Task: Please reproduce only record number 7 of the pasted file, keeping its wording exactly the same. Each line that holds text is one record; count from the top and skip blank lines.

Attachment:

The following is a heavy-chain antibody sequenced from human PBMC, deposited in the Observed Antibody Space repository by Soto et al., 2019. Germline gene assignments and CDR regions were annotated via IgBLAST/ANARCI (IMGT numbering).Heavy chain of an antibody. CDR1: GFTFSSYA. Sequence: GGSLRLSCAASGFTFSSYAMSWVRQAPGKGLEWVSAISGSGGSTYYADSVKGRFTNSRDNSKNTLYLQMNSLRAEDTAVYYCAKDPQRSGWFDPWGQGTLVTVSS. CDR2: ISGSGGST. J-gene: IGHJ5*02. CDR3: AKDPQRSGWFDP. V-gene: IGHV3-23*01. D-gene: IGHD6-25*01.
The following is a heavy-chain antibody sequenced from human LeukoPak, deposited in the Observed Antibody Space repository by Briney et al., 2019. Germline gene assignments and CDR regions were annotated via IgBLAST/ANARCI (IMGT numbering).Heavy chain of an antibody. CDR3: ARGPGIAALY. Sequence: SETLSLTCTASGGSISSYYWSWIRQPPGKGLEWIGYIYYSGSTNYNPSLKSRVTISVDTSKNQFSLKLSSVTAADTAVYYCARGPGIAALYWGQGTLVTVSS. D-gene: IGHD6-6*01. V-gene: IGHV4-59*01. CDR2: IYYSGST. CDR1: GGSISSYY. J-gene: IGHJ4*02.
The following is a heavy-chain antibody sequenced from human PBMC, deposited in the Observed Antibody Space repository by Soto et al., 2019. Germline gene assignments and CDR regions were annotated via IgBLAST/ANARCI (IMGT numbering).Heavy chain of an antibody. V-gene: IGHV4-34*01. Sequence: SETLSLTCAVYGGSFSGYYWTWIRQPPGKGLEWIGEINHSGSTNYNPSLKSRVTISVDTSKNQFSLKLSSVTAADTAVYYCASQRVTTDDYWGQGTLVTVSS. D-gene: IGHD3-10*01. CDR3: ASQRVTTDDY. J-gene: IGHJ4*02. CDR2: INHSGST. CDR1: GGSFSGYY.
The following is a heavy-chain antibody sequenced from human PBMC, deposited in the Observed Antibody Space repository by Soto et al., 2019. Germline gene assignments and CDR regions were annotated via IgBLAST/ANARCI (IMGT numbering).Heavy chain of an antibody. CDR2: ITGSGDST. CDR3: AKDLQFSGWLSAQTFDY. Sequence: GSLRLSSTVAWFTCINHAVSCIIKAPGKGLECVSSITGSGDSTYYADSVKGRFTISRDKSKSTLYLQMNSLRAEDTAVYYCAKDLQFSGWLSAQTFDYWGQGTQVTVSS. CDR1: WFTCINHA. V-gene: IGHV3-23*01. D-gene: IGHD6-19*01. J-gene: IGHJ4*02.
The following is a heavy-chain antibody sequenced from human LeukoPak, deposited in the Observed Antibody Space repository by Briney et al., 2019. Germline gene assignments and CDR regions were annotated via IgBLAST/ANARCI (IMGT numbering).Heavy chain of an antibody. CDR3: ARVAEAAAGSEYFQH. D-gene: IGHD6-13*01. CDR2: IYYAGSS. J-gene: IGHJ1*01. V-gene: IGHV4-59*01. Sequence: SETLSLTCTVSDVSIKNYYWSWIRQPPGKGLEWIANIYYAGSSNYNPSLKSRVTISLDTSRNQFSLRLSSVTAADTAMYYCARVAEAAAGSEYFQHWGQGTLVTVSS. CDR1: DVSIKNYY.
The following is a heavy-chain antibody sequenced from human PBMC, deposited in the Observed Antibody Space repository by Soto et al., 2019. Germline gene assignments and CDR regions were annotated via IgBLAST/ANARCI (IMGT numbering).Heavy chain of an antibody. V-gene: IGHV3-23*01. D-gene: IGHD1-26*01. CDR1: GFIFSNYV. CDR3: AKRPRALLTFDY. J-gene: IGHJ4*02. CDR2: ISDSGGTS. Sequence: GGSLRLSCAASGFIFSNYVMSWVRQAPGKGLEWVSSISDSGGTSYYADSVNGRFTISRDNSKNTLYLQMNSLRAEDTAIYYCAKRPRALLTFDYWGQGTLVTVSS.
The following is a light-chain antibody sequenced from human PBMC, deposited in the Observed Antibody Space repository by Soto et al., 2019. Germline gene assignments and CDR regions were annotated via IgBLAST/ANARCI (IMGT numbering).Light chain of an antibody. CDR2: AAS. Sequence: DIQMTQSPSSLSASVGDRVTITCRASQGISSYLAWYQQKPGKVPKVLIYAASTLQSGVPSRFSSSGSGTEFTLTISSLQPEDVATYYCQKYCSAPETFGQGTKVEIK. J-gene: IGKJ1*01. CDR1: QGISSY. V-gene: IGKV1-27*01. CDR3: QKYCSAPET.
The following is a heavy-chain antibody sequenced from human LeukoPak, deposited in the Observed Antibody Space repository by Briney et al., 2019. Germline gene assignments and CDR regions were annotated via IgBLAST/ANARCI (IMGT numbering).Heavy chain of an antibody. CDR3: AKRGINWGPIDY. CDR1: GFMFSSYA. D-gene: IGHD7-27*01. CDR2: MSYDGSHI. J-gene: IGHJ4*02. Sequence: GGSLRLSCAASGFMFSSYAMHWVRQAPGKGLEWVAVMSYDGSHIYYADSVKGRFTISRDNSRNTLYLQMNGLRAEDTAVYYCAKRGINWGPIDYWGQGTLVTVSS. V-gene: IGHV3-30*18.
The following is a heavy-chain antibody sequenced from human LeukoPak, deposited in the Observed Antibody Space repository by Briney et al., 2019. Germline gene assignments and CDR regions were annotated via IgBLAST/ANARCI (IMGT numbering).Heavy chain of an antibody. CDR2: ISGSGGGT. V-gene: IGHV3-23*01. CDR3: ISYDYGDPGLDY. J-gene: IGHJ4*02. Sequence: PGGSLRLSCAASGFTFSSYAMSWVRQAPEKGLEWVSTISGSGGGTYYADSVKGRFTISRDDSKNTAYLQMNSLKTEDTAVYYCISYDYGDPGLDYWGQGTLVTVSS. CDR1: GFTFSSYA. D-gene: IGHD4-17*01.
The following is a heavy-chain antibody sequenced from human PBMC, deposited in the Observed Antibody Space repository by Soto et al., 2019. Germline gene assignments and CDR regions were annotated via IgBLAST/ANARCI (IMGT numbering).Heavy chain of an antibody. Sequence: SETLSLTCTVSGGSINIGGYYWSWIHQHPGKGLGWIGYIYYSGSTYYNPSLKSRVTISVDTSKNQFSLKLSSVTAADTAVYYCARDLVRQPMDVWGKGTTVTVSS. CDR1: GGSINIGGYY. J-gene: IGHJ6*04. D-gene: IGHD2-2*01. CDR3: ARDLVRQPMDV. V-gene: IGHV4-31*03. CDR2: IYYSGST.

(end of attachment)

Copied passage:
The following is a light-chain antibody sequenced from human PBMC, deposited in the Observed Antibody Space repository by Soto et al., 2019. Germline gene assignments and CDR regions were annotated via IgBLAST/ANARCI (IMGT numbering).Light chain of an antibody. CDR2: AAS. Sequence: DIQMTQSPSSLSASVGDRVTITCRASQGISSYLAWYQQKPGKVPKVLIYAASTLQSGVPSRFSSSGSGTEFTLTISSLQPEDVATYYCQKYCSAPETFGQGTKVEIK. J-gene: IGKJ1*01. CDR1: QGISSY. V-gene: IGKV1-27*01. CDR3: QKYCSAPET.